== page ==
We will be resurrected! And yet, how often do we forget to live as those who have been given new life in Christ? We will have a resurrection like His! This is an incredible promise. So how do we offer ourselves to God – every part of us, in every thing surrendered and offered up to Him? His grace alone enables us to live like this. Daily, hourly, minute by minute. When we remember our life isn’t just the here and now but is forever, we fix our eyes on Jesus and everything else falls away.
How are you surrendering to God today?
How are you dying to sin today?
How might you live in the gift of God – eternal life – here and now?
The world feels heavy this week, friends, and I am finding it hard to type words that have meaning while so many around the globe face unspeakable horrors. My heart has been heavy for those in Afghanistan and Haiti, for my dear friends and neighbors in Uganda who find themselves jobless and unable to attend school for yet another year due to the pandemic, and it has led to a heaviness for others around the world facing oppression, persecution, and disaster.
The stories of the Bible, even the stories of the Lord’s servants who He loves and favors, are full of sin, pain, suffering, and brokenness. You might feel yours is too, and there is good news for us – Our God runs toward pain and suffering, not away from it. And He comes with undeserved grace and favor for all who put their trust in Him. And so as we sit in the heaviness this week, as we feel the weight of our suffering brothers and sisters around the world and maybe the weight of our own pain or our own sin, I am thankful we are not without hope. We can carry the weight of the sadness, yes, but we also carry a hope that far outweighs this burden. The hope that the same God who spoke with Jacob and met with Him, the God of compassion who healed the daughter of the Phoenician woman, is here with us now and intends to come back, making all things new.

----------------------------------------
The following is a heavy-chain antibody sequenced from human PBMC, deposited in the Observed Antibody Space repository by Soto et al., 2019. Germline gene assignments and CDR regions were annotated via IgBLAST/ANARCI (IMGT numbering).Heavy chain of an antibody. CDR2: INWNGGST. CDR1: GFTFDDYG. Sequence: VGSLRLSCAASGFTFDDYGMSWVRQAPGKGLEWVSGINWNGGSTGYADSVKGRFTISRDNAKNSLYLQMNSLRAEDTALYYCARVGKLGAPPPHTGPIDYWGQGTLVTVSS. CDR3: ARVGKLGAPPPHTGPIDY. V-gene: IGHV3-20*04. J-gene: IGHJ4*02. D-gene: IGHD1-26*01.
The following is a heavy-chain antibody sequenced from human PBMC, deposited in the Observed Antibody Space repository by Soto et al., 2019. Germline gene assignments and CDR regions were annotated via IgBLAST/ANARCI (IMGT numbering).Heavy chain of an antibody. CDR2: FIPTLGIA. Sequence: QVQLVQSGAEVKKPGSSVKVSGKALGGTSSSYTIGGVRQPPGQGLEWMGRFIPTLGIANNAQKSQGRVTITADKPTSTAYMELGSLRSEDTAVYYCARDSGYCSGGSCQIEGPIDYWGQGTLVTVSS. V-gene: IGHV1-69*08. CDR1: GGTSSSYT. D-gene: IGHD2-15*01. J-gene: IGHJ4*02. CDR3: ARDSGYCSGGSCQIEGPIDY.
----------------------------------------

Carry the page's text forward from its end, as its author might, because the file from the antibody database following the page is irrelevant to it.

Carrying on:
He didn’t make Jacob, Israel, many nations, because of Jacob’s lack of doubt. Jacob, the God-wrestler, the deceiver by his very name, was chosen by God because God loved him, because he would return to God and put his trust in Him again and again.
“Come let us go…” Jacob says, “I will build an altar to God who answered me in the day of my distress and who has been with me wherever I have gone.” This is still who God is today, and this is still our reminder – wherever we are, whatever hurt we are facing or weight we are carrying, we can return to the God of grace who answered us before and will be with us again.
Jesus didn’t heal the Phoenician woman’s daughter because she deserved it, but rather because she came to Him humbly and put her trust in Him. He didn’t heal the deaf and mute man because of anything the man did, but rather to display His glory so that the man and those around him might know Jesus does all things well. As Jesus comes to these individuals, and as He comes to us, we are no longer limited by ourselves, the weights that we can carry alone or the battles we can fight solo. His grace is too good, too big to comprehend, and when we let it, it does indeed make our burdens light.
I am often tempted to believe that my good works, my own faithfulness, my well constructed plans will lead me closer to Jesus. We all are. We stumble over our own feet chasing after what we think might get us closer. And yet, our God runs toward us with lavish grace. Our God purposes to use our lives and ordains our steps even in the middle of all our sins and our mistakes.
I think of God who spoke to Jacob at the place where they had met before. I think of Jesus who goes to those who can’t speak well or listen well, can’t get there on their own. We need God to meet us like this. We need Jesus to give us wise words, to make us quick to listen and slow to speak. We need Him to come and right all this suffering and we have hope that He will.
We can’t earn it. We can’t muster it up or work our way there. So we surrender. He knows we can’t and He knows it is too heavy and He comes. He comes into our limitations, our defeat, our real life circumstances with grace that saves us and makes us whole.
God, You are the God of undeserved grace, and you do all things well. We trust You.